Warning: This story contains spoilers for all of Andor season one, including finale “Rix Road.”
For most of its first season, Andor didn’t feel like a Disney+ show. It was much more serious and less winking than the other Star Wars shows or any of the MCU series, and while there were plenty of Easter eggs strewn about, they always seemed to be organic bits of world-building rather than fan bait. Even so, the season finale ends with something that’s seemingly inevitable in any big genre IP title: a post-credits scene. However, this post-credits scene maintains Andor’s level of restraint and excellence. This isn’t Deep-fake Luke Skywalker emerging from the shadows to invite Cassian Andor to join the Rebel Alliance, Nick Fury–style. Instead, it’s a bit of clarifying information that pays off hunches viewers might have had all season, adding dramatic weight while fundamentally changing nothing for any of the characters in the world of the show.
When Andor’s credits have finished rolling, the action cuts to space, where a couple of droids are installing a familiar-looking contraption. It’s one of the widgets that Cassian, Kino Loy, and the other Narkina 5 inmates were building, shift after shift, during their never-ending sentences. The camera pulls back to reveal that these contraptions are brackets holding together what look like golden solar panels. We pull back farther and farther, and the scale of what we’re dealing with becomes clear. There are countless Narkina 5–made brackets holding together countless panels, all of which become bigger hexagon-shaped panels that in turn make one layer of the concave dish that houses the Death Star’s super-laser. Cassian was building the Death Star.
There are subtle hints throughout the season that the Death Star has been under construction. In episode four, there’s mention of an increase in construction shipments going to Scarif, the planet where Cassian dies while stealing the Death Star plans in Rogue One. There are other lines of dialogue that don’t explicitly allude to the Death Star, but ensure its existence is in the audience’s mind, like when Luthen rhetorically asks Mon Mothma, “Has anyone ever made a weapon that wasn’t used?” There are thematic nods to the Death Star, like Syril gazing at his somewhat Death Star–shaped cereal while his mom reads him for filth. And there are context clues, like the Narkina 5 prisoners saying that, whatever they’re building, the Empire needs it.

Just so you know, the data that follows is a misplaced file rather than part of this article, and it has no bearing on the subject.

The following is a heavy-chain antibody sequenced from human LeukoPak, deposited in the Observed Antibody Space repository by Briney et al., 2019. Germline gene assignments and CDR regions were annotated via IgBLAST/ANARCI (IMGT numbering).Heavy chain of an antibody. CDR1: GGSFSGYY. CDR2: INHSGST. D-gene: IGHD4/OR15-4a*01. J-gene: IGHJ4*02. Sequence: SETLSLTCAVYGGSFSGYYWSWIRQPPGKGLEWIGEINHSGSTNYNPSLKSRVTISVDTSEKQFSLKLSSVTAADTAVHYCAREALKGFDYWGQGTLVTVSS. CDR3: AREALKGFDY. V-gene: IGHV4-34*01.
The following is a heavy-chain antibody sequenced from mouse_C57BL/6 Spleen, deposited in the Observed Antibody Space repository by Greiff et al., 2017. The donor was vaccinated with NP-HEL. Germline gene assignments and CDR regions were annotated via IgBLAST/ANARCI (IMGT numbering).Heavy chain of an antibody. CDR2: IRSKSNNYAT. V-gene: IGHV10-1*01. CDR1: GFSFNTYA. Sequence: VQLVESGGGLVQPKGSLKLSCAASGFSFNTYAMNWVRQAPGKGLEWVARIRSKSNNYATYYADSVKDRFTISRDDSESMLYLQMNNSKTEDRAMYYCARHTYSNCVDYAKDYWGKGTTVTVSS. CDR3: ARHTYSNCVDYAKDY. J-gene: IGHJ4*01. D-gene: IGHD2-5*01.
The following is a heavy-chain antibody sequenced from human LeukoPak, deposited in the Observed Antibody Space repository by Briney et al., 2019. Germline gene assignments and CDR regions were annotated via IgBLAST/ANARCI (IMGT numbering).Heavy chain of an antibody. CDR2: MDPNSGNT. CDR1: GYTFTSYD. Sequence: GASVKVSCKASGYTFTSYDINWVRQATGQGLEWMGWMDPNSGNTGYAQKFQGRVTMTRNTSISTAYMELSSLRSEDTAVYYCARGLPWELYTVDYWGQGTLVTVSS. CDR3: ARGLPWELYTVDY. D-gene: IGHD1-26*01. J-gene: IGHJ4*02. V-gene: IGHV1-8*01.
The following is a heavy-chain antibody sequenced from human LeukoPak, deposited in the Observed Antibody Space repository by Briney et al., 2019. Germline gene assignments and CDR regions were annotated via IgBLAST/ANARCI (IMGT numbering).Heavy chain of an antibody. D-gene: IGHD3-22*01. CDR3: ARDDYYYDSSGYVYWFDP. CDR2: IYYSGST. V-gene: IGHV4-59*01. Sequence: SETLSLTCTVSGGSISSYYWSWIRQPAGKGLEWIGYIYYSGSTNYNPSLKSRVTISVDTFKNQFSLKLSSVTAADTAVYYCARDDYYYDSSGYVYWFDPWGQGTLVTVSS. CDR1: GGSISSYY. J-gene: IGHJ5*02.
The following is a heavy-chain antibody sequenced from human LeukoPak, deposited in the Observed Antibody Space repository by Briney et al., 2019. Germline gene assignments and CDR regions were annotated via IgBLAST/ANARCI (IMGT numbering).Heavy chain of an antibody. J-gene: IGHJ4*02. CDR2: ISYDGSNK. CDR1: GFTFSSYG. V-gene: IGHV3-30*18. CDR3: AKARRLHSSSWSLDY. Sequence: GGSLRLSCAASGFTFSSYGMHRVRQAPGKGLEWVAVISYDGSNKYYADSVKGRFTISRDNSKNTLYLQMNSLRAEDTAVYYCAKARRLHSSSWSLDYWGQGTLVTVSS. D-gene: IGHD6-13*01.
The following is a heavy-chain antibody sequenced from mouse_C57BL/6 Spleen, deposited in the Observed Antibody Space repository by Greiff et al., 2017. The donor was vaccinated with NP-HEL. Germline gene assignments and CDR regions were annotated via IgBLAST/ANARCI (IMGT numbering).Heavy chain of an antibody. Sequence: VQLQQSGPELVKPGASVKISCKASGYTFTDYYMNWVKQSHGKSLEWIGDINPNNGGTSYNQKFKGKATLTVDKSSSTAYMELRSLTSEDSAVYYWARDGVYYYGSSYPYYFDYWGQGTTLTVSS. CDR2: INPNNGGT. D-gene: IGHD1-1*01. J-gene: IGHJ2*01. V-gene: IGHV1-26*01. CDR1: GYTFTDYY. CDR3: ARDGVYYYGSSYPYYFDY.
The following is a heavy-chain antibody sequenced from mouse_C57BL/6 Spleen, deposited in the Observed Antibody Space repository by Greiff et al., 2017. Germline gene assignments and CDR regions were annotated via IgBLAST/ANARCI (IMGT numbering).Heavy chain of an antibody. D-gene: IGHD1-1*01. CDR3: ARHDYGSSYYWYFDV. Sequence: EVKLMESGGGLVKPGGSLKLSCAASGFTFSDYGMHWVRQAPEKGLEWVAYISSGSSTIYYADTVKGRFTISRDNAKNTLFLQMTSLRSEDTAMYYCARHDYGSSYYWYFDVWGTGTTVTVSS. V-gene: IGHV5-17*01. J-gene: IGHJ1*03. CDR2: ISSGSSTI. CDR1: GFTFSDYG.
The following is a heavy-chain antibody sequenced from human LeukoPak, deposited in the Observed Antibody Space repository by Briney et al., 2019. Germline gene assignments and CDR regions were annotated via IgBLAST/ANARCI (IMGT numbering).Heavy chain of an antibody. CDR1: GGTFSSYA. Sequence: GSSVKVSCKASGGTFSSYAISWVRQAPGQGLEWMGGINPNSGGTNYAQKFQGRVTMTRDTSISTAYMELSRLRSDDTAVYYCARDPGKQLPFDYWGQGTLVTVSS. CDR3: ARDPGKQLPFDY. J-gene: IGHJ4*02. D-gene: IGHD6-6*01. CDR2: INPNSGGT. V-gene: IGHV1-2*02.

The timeline of the Death Star’s conclusion tracks. We see the bare skeleton of the moon-size battle station at the end of Revenge of the Sith, which takes place in 19 BBY. (The Star Wars calendar is divided into before and after the destruction of the Death Star as seen in A New Hope — hence, Before the Battle of Yavin, or BBY.) Season one of Andor takes place in 5 BBY — 14 years after Revenge but a few years before A New Hope and Rogue One, which also takes place in 0 BBY. It would make sense that the Death Star would be near completion and that its sheer size and complexity would require lots of labor and parts.
(One side effect of seeing how long it took to build the Death Star and how many man hours went into its construction? The construction of the second Death Star, which was bigger than the first one but built in less than four years, takes place absurdly fast in comparison. Conditions on Narkina 6 or whatever must have been even worse if they got it built that quickly! That’s not Andor’s problem, though. Take it up with Return of the Jedi.)
While there may be Star Wars fans disappointed by this glimpse of the Death Star without an accompanying cameo from Darth Vader, Orson Krennic, or Galen (or Jyn) Erso, the moment is perfect for Andor. This is not their story. All of those characters are alive and active at this moment in Star Wars history, but Andor didn’t feel the need to loop them in for a gratuitous one-off appearance or as a tease of what’s to come. We saw Rogue One, we saw A New Hope. We know what’s coming. One of Andor’s strengths is how it makes the Star Wars galaxy feel vast and lived-in without relying on reference. To bring in an established character would be a distraction — something that takes audiences out of this story and into another. Whereas showing only the construction of the Death Star further invests the audience in Andor’s story, because it’s filling in a knowledge gap.
What makes the post-credits scene especially good, though, is that it’s only the audience who has that knowledge gap filled in. Cassian has no idea what he was building. He doesn’t know what a “Death Star” is — none of the rebels will until years later when Riz Ahmed’s Bodhi Rook blows the whistle and sets Cassian, Jyn, & Co. out on their mission to steal the plans.
Andor could have gotten away with never revealing what the Narkina 5 prisoners were building. There’s a certain allure to the mystery. They could have been building something more generic, like TIE Fighter parts, or nothing at all — the labor was just a form of torture — and the Narkina 5 arc would still have an impact. Cassian isn’t any more or less changed by the experience for knowing or not knowing what he was building. But thanks to the post-credits scene, the audience, and only the audience, does know that he was building the instrument of his own death.
It’s a perfect bit of dramatic irony that leans into one of the early criticisms of Andor: Everybody knows the ending. It’s exactly because we know the ending that the sight of the Death Star hits like a ton of Ferrix-made bricks. We’re reminded of the stakes as we draw a connection between our protagonist and his inevitable fate — a connection that he’ll never make, nor does he need to.